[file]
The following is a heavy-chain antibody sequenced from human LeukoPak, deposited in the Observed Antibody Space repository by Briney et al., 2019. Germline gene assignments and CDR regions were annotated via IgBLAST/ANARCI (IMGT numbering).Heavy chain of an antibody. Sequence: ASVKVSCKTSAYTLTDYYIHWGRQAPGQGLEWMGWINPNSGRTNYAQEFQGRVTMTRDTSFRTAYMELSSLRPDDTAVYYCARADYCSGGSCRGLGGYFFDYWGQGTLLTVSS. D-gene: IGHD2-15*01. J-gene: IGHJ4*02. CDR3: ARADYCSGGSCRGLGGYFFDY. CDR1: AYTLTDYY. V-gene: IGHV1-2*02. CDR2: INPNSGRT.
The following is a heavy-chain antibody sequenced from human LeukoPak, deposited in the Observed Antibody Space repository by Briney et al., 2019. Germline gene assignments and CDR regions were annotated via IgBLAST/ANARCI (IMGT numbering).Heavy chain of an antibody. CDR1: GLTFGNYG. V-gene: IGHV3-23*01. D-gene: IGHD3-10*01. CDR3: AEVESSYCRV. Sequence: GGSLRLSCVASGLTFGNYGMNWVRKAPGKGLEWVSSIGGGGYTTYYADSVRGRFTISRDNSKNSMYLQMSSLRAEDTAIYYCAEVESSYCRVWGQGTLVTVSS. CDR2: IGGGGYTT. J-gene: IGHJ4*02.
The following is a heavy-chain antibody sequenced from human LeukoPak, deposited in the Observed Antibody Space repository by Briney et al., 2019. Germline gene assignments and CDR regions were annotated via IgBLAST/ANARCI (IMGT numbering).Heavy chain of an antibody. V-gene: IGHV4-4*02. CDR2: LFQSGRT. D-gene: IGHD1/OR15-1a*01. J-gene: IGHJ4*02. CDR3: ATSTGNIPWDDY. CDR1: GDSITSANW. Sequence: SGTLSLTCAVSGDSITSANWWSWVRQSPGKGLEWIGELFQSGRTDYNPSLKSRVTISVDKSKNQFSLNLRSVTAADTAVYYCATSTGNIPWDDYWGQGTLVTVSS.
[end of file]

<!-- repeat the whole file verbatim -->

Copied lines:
The following is a heavy-chain antibody sequenced from human LeukoPak, deposited in the Observed Antibody Space repository by Briney et al., 2019. Germline gene assignments and CDR regions were annotated via IgBLAST/ANARCI (IMGT numbering).Heavy chain of an antibody. Sequence: ASVKVSCKTSAYTLTDYYIHWGRQAPGQGLEWMGWINPNSGRTNYAQEFQGRVTMTRDTSFRTAYMELSSLRPDDTAVYYCARADYCSGGSCRGLGGYFFDYWGQGTLLTVSS. D-gene: IGHD2-15*01. J-gene: IGHJ4*02. CDR3: ARADYCSGGSCRGLGGYFFDY. CDR1: AYTLTDYY. V-gene: IGHV1-2*02. CDR2: INPNSGRT.
The following is a heavy-chain antibody sequenced from human LeukoPak, deposited in the Observed Antibody Space repository by Briney et al., 2019. Germline gene assignments and CDR regions were annotated via IgBLAST/ANARCI (IMGT numbering).Heavy chain of an antibody. CDR1: GLTFGNYG. V-gene: IGHV3-23*01. D-gene: IGHD3-10*01. CDR3: AEVESSYCRV. Sequence: GGSLRLSCVASGLTFGNYGMNWVRKAPGKGLEWVSSIGGGGYTTYYADSVRGRFTISRDNSKNSMYLQMSSLRAEDTAIYYCAEVESSYCRVWGQGTLVTVSS. CDR2: IGGGGYTT. J-gene: IGHJ4*02.
The following is a heavy-chain antibody sequenced from human LeukoPak, deposited in the Observed Antibody Space repository by Briney et al., 2019. Germline gene assignments and CDR regions were annotated via IgBLAST/ANARCI (IMGT numbering).Heavy chain of an antibody. V-gene: IGHV4-4*02. CDR2: LFQSGRT. D-gene: IGHD1/OR15-1a*01. J-gene: IGHJ4*02. CDR3: ATSTGNIPWDDY. CDR1: GDSITSANW. Sequence: SGTLSLTCAVSGDSITSANWWSWVRQSPGKGLEWIGELFQSGRTDYNPSLKSRVTISVDKSKNQFSLNLRSVTAADTAVYYCATSTGNIPWDDYWGQGTLVTVSS.